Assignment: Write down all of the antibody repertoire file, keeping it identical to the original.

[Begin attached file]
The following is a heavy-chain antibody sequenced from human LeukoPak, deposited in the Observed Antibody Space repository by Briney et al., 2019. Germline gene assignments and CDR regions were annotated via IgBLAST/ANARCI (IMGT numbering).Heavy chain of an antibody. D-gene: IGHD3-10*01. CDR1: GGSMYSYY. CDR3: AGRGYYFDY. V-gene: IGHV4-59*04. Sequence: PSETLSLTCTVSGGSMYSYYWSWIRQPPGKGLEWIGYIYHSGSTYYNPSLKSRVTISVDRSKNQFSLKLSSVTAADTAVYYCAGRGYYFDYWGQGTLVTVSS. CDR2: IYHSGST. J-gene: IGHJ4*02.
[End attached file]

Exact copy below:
The following is a heavy-chain antibody sequenced from human LeukoPak, deposited in the Observed Antibody Space repository by Briney et al., 2019. Germline gene assignments and CDR regions were annotated via IgBLAST/ANARCI (IMGT numbering).Heavy chain of an antibody. D-gene: IGHD3-10*01. CDR1: GGSMYSYY. CDR3: AGRGYYFDY. V-gene: IGHV4-59*04. Sequence: PSETLSLTCTVSGGSMYSYYWSWIRQPPGKGLEWIGYIYHSGSTYYNPSLKSRVTISVDRSKNQFSLKLSSVTAADTAVYYCAGRGYYFDYWGQGTLVTVSS. CDR2: IYHSGST. J-gene: IGHJ4*02.